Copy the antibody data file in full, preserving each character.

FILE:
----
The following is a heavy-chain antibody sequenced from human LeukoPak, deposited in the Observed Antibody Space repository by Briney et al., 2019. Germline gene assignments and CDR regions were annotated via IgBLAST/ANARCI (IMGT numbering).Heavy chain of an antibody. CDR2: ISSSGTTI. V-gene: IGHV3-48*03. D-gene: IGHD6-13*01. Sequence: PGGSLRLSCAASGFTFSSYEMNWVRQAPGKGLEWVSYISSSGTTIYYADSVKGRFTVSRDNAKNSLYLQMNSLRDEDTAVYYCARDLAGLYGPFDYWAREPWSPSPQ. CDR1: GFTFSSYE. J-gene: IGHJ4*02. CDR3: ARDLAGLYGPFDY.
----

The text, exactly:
The following is a heavy-chain antibody sequenced from human LeukoPak, deposited in the Observed Antibody Space repository by Briney et al., 2019. Germline gene assignments and CDR regions were annotated via IgBLAST/ANARCI (IMGT numbering).Heavy chain of an antibody. CDR2: ISSSGTTI. V-gene: IGHV3-48*03. D-gene: IGHD6-13*01. Sequence: PGGSLRLSCAASGFTFSSYEMNWVRQAPGKGLEWVSYISSSGTTIYYADSVKGRFTVSRDNAKNSLYLQMNSLRDEDTAVYYCARDLAGLYGPFDYWAREPWSPSPQ. CDR1: GFTFSSYE. J-gene: IGHJ4*02. CDR3: ARDLAGLYGPFDY.